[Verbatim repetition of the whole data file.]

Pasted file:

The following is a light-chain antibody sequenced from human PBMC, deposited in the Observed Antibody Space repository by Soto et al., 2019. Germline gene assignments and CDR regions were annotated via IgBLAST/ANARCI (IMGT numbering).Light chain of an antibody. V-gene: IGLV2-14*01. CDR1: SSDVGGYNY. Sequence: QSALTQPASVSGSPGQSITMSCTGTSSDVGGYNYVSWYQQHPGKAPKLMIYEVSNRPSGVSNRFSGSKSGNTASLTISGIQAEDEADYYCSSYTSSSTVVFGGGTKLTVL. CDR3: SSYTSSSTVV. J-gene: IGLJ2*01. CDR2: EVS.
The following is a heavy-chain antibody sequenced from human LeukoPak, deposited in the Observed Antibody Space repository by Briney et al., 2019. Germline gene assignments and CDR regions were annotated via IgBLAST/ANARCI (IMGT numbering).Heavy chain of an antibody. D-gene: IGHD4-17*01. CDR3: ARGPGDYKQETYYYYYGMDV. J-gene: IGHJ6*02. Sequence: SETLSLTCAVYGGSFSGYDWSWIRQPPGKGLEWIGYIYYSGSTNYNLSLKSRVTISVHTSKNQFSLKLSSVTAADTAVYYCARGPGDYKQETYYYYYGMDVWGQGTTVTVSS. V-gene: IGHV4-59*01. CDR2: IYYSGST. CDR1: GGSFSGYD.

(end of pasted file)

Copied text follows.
The following is a light-chain antibody sequenced from human PBMC, deposited in the Observed Antibody Space repository by Soto et al., 2019. Germline gene assignments and CDR regions were annotated via IgBLAST/ANARCI (IMGT numbering).Light chain of an antibody. V-gene: IGLV2-14*01. CDR1: SSDVGGYNY. Sequence: QSALTQPASVSGSPGQSITMSCTGTSSDVGGYNYVSWYQQHPGKAPKLMIYEVSNRPSGVSNRFSGSKSGNTASLTISGIQAEDEADYYCSSYTSSSTVVFGGGTKLTVL. CDR3: SSYTSSSTVV. J-gene: IGLJ2*01. CDR2: EVS.
The following is a heavy-chain antibody sequenced from human LeukoPak, deposited in the Observed Antibody Space repository by Briney et al., 2019. Germline gene assignments and CDR regions were annotated via IgBLAST/ANARCI (IMGT numbering).Heavy chain of an antibody. D-gene: IGHD4-17*01. CDR3: ARGPGDYKQETYYYYYGMDV. J-gene: IGHJ6*02. Sequence: SETLSLTCAVYGGSFSGYDWSWIRQPPGKGLEWIGYIYYSGSTNYNLSLKSRVTISVHTSKNQFSLKLSSVTAADTAVYYCARGPGDYKQETYYYYYGMDVWGQGTTVTVSS. V-gene: IGHV4-59*01. CDR2: IYYSGST. CDR1: GGSFSGYD.